We got some very good news in the past week. Vaccines from Pfizer and Moderna greatly exceeded expectations. But Drs. Seley-Radtke and Bloom argue in the Duluth News Tribune that antiviral drugs will still be needed, no matter how good the vaccines are.
Although the clinical trials are not complete and there are still many questions to be answered, it is difficult not to be optimistic about Pfizer’s new COVID-19 vaccine.
If there was a single physician or scientist who predicted a 90% protection rate, he or she did an amazing job of keeping it secret. If the vaccine’s unexpected preliminary results hold up, we will have the possibility of making a serious dent in this terrible pandemic, which has thrown the world into chaos in less than one year.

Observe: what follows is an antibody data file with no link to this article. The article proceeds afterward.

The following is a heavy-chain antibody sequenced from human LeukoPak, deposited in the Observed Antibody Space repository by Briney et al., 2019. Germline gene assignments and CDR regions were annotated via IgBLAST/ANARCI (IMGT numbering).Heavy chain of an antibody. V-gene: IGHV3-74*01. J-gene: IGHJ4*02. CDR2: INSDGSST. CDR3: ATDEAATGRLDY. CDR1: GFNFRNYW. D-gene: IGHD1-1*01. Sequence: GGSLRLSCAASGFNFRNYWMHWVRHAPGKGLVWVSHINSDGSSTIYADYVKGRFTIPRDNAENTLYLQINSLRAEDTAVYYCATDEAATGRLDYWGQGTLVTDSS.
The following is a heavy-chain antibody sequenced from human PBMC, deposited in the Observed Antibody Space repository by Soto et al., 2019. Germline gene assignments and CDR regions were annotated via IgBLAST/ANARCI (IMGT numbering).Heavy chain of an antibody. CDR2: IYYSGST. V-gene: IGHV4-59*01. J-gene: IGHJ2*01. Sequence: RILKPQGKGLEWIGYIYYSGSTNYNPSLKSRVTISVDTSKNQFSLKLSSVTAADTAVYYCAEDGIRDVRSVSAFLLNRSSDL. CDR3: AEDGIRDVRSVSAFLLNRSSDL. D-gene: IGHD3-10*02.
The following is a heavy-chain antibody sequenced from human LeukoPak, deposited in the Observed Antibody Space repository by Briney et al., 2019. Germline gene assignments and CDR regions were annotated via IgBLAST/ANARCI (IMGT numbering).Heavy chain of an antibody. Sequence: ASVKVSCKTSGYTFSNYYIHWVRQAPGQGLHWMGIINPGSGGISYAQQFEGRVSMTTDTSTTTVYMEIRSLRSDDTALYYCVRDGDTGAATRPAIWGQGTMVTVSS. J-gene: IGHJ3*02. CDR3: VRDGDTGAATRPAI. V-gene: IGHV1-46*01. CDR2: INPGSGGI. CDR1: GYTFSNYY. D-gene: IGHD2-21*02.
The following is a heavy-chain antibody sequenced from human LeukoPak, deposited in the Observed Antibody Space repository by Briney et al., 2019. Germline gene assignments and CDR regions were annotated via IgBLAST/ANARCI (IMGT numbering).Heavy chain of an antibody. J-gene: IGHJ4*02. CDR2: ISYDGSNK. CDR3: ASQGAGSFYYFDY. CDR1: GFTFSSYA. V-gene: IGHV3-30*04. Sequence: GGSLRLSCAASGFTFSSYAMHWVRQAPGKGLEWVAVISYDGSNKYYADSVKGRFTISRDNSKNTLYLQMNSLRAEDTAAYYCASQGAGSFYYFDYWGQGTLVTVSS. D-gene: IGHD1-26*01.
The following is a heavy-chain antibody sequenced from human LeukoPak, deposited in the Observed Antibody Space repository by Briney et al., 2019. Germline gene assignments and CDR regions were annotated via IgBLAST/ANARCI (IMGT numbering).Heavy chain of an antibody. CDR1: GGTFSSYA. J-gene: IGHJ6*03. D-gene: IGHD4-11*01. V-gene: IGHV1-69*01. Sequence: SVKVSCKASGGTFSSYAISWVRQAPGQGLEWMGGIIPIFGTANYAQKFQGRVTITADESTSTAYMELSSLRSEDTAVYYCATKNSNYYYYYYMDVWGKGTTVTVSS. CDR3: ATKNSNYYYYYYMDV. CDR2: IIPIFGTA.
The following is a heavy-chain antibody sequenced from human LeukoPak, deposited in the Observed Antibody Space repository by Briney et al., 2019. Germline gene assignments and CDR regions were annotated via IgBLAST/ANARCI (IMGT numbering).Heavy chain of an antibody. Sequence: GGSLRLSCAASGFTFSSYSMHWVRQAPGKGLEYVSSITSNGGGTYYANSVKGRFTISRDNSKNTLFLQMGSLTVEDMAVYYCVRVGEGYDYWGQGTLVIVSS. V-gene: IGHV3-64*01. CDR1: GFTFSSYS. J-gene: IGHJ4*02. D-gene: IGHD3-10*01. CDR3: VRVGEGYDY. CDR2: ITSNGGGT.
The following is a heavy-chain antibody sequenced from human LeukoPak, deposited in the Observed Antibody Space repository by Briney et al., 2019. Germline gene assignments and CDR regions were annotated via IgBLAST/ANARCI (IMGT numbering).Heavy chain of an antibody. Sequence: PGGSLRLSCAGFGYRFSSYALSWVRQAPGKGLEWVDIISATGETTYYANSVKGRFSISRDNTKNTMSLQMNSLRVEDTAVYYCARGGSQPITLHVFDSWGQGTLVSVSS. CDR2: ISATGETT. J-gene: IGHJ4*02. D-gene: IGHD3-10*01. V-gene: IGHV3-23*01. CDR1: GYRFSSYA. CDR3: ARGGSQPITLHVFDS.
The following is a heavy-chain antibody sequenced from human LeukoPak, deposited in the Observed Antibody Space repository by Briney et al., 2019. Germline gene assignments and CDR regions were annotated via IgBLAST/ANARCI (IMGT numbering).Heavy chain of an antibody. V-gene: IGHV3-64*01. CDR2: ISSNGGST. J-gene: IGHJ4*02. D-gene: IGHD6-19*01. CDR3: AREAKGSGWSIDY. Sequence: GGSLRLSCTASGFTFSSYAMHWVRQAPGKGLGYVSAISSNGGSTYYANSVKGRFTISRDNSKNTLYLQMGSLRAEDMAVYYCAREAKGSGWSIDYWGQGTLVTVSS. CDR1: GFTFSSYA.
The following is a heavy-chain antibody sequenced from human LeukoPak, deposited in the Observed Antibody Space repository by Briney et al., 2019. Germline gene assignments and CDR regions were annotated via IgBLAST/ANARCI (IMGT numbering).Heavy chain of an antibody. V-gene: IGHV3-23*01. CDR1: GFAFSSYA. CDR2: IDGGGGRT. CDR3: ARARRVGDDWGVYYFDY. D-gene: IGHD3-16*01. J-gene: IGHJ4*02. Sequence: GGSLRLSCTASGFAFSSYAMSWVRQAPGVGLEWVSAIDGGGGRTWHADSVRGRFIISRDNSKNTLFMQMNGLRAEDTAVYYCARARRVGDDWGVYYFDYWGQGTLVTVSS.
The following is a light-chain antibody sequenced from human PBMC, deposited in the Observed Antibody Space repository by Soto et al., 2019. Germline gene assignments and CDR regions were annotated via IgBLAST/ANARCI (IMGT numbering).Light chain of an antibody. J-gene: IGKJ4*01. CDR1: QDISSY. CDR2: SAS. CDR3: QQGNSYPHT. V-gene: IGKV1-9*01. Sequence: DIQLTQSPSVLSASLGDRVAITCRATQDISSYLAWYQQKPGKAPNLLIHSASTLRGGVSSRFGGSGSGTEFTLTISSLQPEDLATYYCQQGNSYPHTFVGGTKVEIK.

Vaccines have been remarkably successful at eradicating deadly diseases such as smallpox, polio, and diphtheria. Other vaccines, especially for influenza, are far from perfect. Flu vaccines must be given annually and have a protection rate of only about 50%. This is due to resistance and new strains of flu arising every year, rendering the previous year’s vaccine ineffective. This is already occurring with COVID-19 as numerous strains of the virus that causes it have already been identified.
#Reprinted with permission from the Duluth News Tribune. The original editorial can be found here.